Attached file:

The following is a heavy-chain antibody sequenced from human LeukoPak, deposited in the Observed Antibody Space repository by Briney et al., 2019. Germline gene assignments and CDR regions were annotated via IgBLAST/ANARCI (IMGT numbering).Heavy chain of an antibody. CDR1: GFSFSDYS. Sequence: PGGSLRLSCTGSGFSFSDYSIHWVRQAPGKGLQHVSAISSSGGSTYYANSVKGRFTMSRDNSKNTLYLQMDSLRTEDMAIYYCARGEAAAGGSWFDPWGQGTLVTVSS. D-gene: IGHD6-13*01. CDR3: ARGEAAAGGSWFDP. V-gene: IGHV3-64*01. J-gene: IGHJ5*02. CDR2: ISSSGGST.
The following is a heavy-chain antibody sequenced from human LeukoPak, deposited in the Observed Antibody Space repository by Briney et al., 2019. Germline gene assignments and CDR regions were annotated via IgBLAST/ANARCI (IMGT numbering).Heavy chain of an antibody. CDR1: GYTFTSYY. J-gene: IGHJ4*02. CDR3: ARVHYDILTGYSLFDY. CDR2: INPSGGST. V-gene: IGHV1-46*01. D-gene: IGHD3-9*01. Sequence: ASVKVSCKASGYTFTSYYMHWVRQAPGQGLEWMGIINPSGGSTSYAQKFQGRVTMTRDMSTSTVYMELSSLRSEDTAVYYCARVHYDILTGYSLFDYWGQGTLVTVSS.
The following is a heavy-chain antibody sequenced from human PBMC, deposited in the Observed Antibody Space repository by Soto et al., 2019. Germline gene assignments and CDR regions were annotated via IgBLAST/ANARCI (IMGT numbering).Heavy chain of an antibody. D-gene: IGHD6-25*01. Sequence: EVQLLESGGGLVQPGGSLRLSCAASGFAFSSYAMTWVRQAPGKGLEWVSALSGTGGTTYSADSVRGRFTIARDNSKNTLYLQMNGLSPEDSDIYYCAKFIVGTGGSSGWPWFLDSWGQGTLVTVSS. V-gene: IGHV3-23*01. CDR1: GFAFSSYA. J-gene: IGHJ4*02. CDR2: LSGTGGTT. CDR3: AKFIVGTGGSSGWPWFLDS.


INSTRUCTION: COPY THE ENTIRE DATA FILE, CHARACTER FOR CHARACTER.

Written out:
The following is a heavy-chain antibody sequenced from human LeukoPak, deposited in the Observed Antibody Space repository by Briney et al., 2019. Germline gene assignments and CDR regions were annotated via IgBLAST/ANARCI (IMGT numbering).Heavy chain of an antibody. CDR1: GFSFSDYS. Sequence: PGGSLRLSCTGSGFSFSDYSIHWVRQAPGKGLQHVSAISSSGGSTYYANSVKGRFTMSRDNSKNTLYLQMDSLRTEDMAIYYCARGEAAAGGSWFDPWGQGTLVTVSS. D-gene: IGHD6-13*01. CDR3: ARGEAAAGGSWFDP. V-gene: IGHV3-64*01. J-gene: IGHJ5*02. CDR2: ISSSGGST.
The following is a heavy-chain antibody sequenced from human LeukoPak, deposited in the Observed Antibody Space repository by Briney et al., 2019. Germline gene assignments and CDR regions were annotated via IgBLAST/ANARCI (IMGT numbering).Heavy chain of an antibody. CDR1: GYTFTSYY. J-gene: IGHJ4*02. CDR3: ARVHYDILTGYSLFDY. CDR2: INPSGGST. V-gene: IGHV1-46*01. D-gene: IGHD3-9*01. Sequence: ASVKVSCKASGYTFTSYYMHWVRQAPGQGLEWMGIINPSGGSTSYAQKFQGRVTMTRDMSTSTVYMELSSLRSEDTAVYYCARVHYDILTGYSLFDYWGQGTLVTVSS.
The following is a heavy-chain antibody sequenced from human PBMC, deposited in the Observed Antibody Space repository by Soto et al., 2019. Germline gene assignments and CDR regions were annotated via IgBLAST/ANARCI (IMGT numbering).Heavy chain of an antibody. D-gene: IGHD6-25*01. Sequence: EVQLLESGGGLVQPGGSLRLSCAASGFAFSSYAMTWVRQAPGKGLEWVSALSGTGGTTYSADSVRGRFTIARDNSKNTLYLQMNGLSPEDSDIYYCAKFIVGTGGSSGWPWFLDSWGQGTLVTVSS. V-gene: IGHV3-23*01. CDR1: GFAFSSYA. J-gene: IGHJ4*02. CDR2: LSGTGGTT. CDR3: AKFIVGTGGSSGWPWFLDS.